Dear Word Detective: It seems to me that if a thing can be inscrutable, it should also be scrutable. How does one "scrute"? Is it related to "scrutinize"? Also, where do they keep the "gruntled" postal workers? -- Dave Birnie, via the internet.
Oh, a wise guy, huh? We've seen your kind before around here. Marching in all Mister Rational and trying to tidy up our language. Well, forget it, pal. We like English to be full of stacks of old newspapers and cat food cans, piles of moldering books and dust bunnies the size of dachshunds. No, wait, that's my office. But English is a mess too, so you might as well get used to it.
One of the messiest parts of English is the ambiguity of some of its prefixes -- those funny little bits such as "in" and "dis" that we tack onto the front of our words. In most cases, both "in" and "dis" mean "not," as in "invalid" and "dishonorable." But not always.
Something that is "inscrutable" is mysterious, unfathomable, beyond comprehension. So, assuming that "in" means "not," we figure that there must be a "scrutable," too. And, in this case, we're right. There is a real word "scrutable," meaning "able to be understood," although it is very rarely used. Both "scrutable" and "inscrutable" evolved from the Latin verb "scrutare," meaning "to search or examine," which was also the source of "scrutiny" and "scrutinize."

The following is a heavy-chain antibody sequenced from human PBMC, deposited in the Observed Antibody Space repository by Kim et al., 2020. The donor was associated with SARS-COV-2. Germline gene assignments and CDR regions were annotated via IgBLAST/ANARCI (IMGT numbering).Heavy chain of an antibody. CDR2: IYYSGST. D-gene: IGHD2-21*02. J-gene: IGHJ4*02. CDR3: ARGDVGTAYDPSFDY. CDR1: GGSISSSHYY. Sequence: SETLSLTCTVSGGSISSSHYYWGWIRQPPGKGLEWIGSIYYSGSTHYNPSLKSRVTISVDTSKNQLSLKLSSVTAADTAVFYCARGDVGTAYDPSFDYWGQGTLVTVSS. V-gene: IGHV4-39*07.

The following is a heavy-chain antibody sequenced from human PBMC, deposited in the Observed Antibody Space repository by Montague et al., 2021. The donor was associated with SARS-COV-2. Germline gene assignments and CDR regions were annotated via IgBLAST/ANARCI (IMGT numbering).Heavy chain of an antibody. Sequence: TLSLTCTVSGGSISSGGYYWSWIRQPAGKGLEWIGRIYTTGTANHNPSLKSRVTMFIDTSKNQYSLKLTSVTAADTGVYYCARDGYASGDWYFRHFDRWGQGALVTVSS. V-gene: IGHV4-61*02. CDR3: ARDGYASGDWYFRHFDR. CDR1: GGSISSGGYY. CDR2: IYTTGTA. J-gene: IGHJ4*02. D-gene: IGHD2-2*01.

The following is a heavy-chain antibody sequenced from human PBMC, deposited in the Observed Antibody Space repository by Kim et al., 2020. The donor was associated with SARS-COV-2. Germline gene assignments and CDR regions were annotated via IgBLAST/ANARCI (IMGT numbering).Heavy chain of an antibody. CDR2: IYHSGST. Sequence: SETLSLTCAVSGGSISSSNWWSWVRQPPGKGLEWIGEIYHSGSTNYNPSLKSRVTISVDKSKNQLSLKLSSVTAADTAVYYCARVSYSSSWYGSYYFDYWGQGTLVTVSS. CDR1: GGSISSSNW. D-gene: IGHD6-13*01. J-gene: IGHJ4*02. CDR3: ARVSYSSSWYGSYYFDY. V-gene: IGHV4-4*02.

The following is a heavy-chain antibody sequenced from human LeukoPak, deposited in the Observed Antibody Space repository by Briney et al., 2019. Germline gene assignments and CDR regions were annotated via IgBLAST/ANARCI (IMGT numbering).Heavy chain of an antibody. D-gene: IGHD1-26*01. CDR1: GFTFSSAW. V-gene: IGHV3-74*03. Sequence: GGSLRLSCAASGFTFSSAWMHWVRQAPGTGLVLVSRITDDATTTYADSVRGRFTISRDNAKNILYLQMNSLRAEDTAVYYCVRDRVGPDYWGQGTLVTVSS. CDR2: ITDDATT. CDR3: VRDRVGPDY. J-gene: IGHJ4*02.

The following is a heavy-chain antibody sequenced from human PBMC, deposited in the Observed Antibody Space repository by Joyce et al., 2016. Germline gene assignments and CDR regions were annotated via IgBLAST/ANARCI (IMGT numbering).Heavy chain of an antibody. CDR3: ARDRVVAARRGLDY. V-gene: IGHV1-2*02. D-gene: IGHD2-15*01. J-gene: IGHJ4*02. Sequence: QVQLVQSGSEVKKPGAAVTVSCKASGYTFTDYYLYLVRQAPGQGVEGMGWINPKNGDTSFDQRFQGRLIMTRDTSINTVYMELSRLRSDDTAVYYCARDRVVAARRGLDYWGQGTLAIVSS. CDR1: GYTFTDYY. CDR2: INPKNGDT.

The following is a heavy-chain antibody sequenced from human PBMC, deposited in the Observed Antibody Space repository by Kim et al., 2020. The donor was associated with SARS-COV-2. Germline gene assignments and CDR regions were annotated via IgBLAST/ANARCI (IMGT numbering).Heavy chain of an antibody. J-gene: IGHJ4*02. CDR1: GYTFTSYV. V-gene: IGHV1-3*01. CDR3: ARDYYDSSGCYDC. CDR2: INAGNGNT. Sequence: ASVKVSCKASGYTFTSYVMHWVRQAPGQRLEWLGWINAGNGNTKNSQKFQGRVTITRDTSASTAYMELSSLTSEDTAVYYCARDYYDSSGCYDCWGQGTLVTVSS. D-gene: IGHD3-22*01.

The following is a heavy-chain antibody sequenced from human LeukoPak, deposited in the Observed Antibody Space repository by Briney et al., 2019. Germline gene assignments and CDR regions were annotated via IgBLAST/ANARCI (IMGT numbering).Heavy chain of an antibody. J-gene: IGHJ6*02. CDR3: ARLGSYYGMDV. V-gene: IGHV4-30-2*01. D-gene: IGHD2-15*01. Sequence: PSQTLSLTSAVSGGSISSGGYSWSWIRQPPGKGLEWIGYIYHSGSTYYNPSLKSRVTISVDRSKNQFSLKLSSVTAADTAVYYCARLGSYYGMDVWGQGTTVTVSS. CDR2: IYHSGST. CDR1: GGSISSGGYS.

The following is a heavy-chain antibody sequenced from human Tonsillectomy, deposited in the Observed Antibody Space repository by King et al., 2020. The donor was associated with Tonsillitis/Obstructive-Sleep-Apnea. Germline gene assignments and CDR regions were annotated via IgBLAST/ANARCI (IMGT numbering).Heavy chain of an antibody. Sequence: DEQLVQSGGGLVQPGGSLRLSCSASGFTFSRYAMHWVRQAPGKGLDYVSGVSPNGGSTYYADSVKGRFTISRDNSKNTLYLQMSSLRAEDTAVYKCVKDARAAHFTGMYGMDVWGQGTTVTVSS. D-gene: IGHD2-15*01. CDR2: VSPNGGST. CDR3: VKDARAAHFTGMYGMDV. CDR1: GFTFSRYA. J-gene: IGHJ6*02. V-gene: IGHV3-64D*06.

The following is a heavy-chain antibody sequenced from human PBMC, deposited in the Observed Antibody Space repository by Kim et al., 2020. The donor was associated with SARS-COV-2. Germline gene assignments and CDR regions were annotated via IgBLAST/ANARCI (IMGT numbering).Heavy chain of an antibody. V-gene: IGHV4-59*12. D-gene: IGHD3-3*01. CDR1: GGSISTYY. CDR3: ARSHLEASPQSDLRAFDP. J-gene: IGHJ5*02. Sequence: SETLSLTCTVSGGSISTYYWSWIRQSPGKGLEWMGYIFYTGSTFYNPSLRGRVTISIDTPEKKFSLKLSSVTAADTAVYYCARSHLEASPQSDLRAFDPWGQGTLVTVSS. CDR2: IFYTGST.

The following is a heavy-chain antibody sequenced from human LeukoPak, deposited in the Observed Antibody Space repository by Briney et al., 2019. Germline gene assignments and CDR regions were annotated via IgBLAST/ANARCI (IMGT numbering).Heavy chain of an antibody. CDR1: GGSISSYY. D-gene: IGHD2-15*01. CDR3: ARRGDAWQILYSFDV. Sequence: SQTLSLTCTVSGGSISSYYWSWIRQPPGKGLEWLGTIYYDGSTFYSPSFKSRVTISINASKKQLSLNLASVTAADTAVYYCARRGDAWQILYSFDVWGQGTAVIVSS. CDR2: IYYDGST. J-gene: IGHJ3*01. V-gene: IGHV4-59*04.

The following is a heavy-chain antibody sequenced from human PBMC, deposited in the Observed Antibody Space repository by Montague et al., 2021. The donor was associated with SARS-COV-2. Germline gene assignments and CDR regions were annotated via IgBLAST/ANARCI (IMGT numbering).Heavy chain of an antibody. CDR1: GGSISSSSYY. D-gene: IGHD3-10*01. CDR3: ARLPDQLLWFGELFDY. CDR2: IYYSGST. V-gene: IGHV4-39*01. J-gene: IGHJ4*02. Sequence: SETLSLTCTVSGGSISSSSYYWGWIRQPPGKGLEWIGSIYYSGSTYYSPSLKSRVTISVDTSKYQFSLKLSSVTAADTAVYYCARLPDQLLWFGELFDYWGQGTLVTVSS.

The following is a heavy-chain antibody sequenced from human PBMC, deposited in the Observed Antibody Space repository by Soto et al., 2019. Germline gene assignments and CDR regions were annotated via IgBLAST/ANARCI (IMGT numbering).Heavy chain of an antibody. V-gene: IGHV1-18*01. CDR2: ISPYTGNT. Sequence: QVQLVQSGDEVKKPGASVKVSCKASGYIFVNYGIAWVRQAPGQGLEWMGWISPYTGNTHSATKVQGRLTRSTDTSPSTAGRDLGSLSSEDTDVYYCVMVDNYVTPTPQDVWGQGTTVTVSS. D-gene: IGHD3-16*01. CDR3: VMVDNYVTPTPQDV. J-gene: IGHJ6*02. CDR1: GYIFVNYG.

"Disgruntled," meaning "dissatisfied or aggravated," is a different case. "Dis" here is used as an intensifier, meaning "utterly or exceedingly." There once was such a word as "gruntle" by itself, based on "grunt" and used to describe the sound a pig makes, a cross between a snort and a grunt. Grunting in humans is generally considered indicative of a bad mood, and in the 16th century, a person perpetually in foul temper was described as "gruntling" or "gruntled." The intensified form "disgruntled" eventually superseded "gruntled," and today someone who is "disgruntled" is "extremely gruntled" and should be given a wide berth.
Dear Word Detective: I am interested in pinning down, once and for all, the origin of the word "sleazy." I am given to understand that it is a derisive reference to Silesia, which is a region in present-day Poland. If so, it ought to be consigned to oblivion for the same reason one never reads of being "gypped" or "jewed" anymore in civilized discourse. Can you enlighten? -- Donald.M.Kreis, via the internet.